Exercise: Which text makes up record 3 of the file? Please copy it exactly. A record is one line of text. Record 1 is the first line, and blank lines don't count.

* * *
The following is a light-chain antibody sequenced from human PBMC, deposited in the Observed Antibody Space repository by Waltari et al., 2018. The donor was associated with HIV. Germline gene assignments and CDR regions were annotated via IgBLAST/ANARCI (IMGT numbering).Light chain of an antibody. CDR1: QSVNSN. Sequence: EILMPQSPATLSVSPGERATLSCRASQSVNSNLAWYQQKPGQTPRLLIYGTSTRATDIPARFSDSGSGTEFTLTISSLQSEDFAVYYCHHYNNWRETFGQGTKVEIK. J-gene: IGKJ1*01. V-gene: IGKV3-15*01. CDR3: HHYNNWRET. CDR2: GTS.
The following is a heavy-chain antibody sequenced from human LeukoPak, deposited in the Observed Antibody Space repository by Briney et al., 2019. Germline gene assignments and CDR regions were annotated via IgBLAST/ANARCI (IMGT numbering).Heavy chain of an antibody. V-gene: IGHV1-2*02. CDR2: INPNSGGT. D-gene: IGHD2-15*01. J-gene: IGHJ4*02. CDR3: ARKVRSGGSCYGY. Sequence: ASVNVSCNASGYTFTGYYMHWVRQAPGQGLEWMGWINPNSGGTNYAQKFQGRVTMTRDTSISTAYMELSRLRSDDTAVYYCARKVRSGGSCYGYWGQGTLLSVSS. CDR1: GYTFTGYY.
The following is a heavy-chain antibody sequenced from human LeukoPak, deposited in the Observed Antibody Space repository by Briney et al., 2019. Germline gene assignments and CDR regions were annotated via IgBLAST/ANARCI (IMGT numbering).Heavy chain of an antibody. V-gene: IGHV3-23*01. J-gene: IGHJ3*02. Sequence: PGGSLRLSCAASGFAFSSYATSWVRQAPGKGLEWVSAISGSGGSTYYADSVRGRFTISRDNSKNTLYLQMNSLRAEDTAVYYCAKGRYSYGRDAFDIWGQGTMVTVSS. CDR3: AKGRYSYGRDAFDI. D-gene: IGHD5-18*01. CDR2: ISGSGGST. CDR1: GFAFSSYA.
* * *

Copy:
The following is a heavy-chain antibody sequenced from human LeukoPak, deposited in the Observed Antibody Space repository by Briney et al., 2019. Germline gene assignments and CDR regions were annotated via IgBLAST/ANARCI (IMGT numbering).Heavy chain of an antibody. V-gene: IGHV3-23*01. J-gene: IGHJ3*02. Sequence: PGGSLRLSCAASGFAFSSYATSWVRQAPGKGLEWVSAISGSGGSTYYADSVRGRFTISRDNSKNTLYLQMNSLRAEDTAVYYCAKGRYSYGRDAFDIWGQGTMVTVSS. CDR3: AKGRYSYGRDAFDI. D-gene: IGHD5-18*01. CDR2: ISGSGGST. CDR1: GFAFSSYA.